Windows can not reliably remember your default audio output device. Whenever a “new” audio device is connected, Windows automatically switches to that device instead. Not “new” as in first time the audio device is seen on your system, but “new” as in every damn time it is “plugged in” – for example when you power off a HDMI-connected display and then turn it back on again.

There is no way to disable this “feature”, the oldest occurences of people desperately trying to find a solution are about eight years old. There is tons of threads all over the internet about this insane behavior. It even happens when updating your GPU drivers, as that makes those HDMI ports “new” to Windows as well for some fucking reason.

Especially frustrating is how even on Microsofts own support forums, the helpers can’t even understand the problem without being told multiple times, in every single thread about it.

But what can you expect from an operating system that ships the above-pictured system preferences UI mashup and thinks anything about that is even remotely acceptable or normal. (In case you are blissfully unaware: The window on the right is what you get when you click “Advanced” somewhere in the window on the left. The window on the left is the new UI, but half the system still uses the old Windows XP era style UI, because… well, no idea why. Some settings can be changed in both parts of the preferences, some only in one of them. Absolutely bonkers.)

The “solution”, in classic Windows style, is to hack something together yourself with AHK and a 3rd party tool that feels like it time travelled to my aid from the 90s. I’m glad I’ll be able to automate it somewhat, but just look at that website. Look at the first two options in the usage examples. OPEN CD-ROM DRIVE! That kind of tool is what you need for setting your default audio device reliably on Windows 10.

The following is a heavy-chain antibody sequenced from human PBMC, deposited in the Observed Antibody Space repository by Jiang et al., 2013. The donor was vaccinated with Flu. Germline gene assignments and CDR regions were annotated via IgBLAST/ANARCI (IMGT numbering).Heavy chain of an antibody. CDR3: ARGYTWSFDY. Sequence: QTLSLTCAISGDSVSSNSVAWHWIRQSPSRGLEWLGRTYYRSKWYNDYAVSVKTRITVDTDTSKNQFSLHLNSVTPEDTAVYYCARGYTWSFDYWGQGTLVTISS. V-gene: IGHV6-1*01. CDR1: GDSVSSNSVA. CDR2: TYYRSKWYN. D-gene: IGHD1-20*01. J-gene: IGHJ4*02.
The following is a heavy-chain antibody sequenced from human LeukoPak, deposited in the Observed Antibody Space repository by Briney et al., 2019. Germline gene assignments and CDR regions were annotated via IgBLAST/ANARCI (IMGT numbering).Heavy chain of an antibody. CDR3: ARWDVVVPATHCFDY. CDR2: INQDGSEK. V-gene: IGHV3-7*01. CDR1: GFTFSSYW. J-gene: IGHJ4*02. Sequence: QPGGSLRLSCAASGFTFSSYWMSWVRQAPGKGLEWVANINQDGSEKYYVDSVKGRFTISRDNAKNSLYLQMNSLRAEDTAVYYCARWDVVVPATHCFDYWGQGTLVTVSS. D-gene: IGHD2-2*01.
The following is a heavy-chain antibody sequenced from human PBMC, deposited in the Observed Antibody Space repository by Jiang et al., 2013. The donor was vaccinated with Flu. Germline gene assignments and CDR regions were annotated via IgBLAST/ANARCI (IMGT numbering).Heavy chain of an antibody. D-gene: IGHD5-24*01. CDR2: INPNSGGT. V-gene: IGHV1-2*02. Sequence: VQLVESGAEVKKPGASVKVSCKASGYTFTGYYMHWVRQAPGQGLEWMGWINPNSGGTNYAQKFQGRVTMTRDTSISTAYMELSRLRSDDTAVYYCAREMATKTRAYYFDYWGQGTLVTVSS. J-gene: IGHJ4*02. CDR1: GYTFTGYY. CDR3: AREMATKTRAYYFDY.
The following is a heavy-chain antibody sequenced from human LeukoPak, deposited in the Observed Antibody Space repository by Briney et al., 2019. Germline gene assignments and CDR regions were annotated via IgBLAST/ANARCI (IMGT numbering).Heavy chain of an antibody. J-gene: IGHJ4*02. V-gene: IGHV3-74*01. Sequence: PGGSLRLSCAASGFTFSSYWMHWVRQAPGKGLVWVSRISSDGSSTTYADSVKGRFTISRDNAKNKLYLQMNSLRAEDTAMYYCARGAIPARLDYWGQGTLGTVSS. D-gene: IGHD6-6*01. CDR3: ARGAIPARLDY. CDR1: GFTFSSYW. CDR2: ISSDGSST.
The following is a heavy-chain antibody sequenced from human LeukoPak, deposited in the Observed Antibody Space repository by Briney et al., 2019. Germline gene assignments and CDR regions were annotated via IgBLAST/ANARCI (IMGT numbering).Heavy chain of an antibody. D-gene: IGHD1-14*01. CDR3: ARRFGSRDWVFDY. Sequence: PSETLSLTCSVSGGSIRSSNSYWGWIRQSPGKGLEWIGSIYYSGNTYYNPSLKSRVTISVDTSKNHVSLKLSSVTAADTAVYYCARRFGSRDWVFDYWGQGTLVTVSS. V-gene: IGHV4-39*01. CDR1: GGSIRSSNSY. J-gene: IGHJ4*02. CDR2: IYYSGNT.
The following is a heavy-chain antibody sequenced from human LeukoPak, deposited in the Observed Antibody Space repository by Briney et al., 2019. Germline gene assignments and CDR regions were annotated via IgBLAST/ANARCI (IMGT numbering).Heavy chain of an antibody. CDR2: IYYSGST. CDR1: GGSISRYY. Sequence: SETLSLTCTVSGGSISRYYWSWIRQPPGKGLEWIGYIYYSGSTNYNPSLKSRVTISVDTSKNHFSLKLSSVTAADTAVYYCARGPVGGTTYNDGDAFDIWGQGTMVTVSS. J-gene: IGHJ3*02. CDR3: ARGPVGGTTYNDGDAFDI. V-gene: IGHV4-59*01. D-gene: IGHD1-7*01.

With “Show Apple Music” disabled, two of the three sections in Music.app are filled with almost nothing but Apple Music. Sure, Radio might be free, but it’s still Apple Music. To quote a great Westerosian thinker, “I don’t want it”. I want my own music. Nothing else. There used to be a way to remove Radio via parental controls, but even this hack seems to have been removed since at least iOS13. The categories in the third screenshot are all 100% Apple Music, nothing in there is coming from my local music library.

I’m using the iOS Bedtime feature for years now. With yesterday’s iOS 14 update the feature got moved from the Clock app to the Health app. Unfortunately the migration is done by disabling your existing alarm and showing a button to open the Health app to set it up again.

I woke up late and well rested today.

I use a bunch of JetBrains products across multiple machines (RubyMine, GoLand, DataGrip) with the fantastic One Dark theme. Every time I update any of them — without exception — it breaks and I have to manually navigate into the settings and change the editor theme back to “One Dark”. This happens across all computers and products for more than a year now.

Not being able to clean things up in my profiles because someone else is messing up their data somehow is one of my biggest pet peeves.

The “MiniPlayer” (no spaces, according to the Music.app) showcases the attention to detail we are used to from the Music.app:

  • “Next” button is cut off by default
  • There’s a button to switch to the “MiniPlayer” from the normal view but there’s no way to switch back. Solution is to do it through “Window / Switch from MiniPlayer” or memorize Shift + Cmd + M

Cool sorting, Music.app! I inspected the tags with YATE and they are fine, there is no reason for this to happen. Sorting by track number directly works as intended. Good stuff.

It’s nice when service providers offer you a way to export your data. It would be even nicer if it’s useful data.